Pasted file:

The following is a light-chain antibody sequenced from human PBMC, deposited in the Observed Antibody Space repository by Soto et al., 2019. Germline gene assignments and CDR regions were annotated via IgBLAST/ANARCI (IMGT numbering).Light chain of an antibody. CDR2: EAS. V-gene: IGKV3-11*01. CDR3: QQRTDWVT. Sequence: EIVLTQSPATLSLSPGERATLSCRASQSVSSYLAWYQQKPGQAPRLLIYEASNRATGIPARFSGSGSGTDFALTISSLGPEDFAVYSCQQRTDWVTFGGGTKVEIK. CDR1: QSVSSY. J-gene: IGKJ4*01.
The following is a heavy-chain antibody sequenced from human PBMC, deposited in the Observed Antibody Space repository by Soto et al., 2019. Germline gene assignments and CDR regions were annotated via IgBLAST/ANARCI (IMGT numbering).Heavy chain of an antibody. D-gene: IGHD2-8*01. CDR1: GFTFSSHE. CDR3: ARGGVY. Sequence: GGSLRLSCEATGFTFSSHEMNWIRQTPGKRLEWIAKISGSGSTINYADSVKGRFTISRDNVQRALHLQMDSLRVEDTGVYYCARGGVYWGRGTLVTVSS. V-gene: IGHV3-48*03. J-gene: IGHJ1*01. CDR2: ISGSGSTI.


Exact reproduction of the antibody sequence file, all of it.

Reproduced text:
The following is a light-chain antibody sequenced from human PBMC, deposited in the Observed Antibody Space repository by Soto et al., 2019. Germline gene assignments and CDR regions were annotated via IgBLAST/ANARCI (IMGT numbering).Light chain of an antibody. CDR2: EAS. V-gene: IGKV3-11*01. CDR3: QQRTDWVT. Sequence: EIVLTQSPATLSLSPGERATLSCRASQSVSSYLAWYQQKPGQAPRLLIYEASNRATGIPARFSGSGSGTDFALTISSLGPEDFAVYSCQQRTDWVTFGGGTKVEIK. CDR1: QSVSSY. J-gene: IGKJ4*01.
The following is a heavy-chain antibody sequenced from human PBMC, deposited in the Observed Antibody Space repository by Soto et al., 2019. Germline gene assignments and CDR regions were annotated via IgBLAST/ANARCI (IMGT numbering).Heavy chain of an antibody. D-gene: IGHD2-8*01. CDR1: GFTFSSHE. CDR3: ARGGVY. Sequence: GGSLRLSCEATGFTFSSHEMNWIRQTPGKRLEWIAKISGSGSTINYADSVKGRFTISRDNVQRALHLQMDSLRVEDTGVYYCARGGVYWGRGTLVTVSS. V-gene: IGHV3-48*03. J-gene: IGHJ1*01. CDR2: ISGSGSTI.